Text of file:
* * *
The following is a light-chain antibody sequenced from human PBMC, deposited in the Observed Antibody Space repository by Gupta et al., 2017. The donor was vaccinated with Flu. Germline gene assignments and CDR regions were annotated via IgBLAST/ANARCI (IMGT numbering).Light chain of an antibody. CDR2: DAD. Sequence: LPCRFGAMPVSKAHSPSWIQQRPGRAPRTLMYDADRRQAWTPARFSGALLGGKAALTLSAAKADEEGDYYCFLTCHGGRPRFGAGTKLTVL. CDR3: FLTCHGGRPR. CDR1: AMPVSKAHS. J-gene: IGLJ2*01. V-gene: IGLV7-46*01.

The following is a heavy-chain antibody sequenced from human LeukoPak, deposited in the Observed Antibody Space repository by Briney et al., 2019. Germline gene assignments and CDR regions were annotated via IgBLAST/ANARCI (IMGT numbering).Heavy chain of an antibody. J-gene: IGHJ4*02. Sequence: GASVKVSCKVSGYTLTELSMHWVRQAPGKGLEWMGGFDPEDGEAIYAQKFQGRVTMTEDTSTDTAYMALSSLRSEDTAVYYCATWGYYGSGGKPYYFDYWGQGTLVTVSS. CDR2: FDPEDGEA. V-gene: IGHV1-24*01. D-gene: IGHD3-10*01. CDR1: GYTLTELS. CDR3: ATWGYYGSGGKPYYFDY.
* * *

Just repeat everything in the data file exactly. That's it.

The following is a light-chain antibody sequenced from human PBMC, deposited in the Observed Antibody Space repository by Gupta et al., 2017. The donor was vaccinated with Flu. Germline gene assignments and CDR regions were annotated via IgBLAST/ANARCI (IMGT numbering).Light chain of an antibody. CDR2: DAD. Sequence: LPCRFGAMPVSKAHSPSWIQQRPGRAPRTLMYDADRRQAWTPARFSGALLGGKAALTLSAAKADEEGDYYCFLTCHGGRPRFGAGTKLTVL. CDR3: FLTCHGGRPR. CDR1: AMPVSKAHS. J-gene: IGLJ2*01. V-gene: IGLV7-46*01.

The following is a heavy-chain antibody sequenced from human LeukoPak, deposited in the Observed Antibody Space repository by Briney et al., 2019. Germline gene assignments and CDR regions were annotated via IgBLAST/ANARCI (IMGT numbering).Heavy chain of an antibody. J-gene: IGHJ4*02. Sequence: GASVKVSCKVSGYTLTELSMHWVRQAPGKGLEWMGGFDPEDGEAIYAQKFQGRVTMTEDTSTDTAYMALSSLRSEDTAVYYCATWGYYGSGGKPYYFDYWGQGTLVTVSS. CDR2: FDPEDGEA. V-gene: IGHV1-24*01. D-gene: IGHD3-10*01. CDR1: GYTLTELS. CDR3: ATWGYYGSGGKPYYFDY.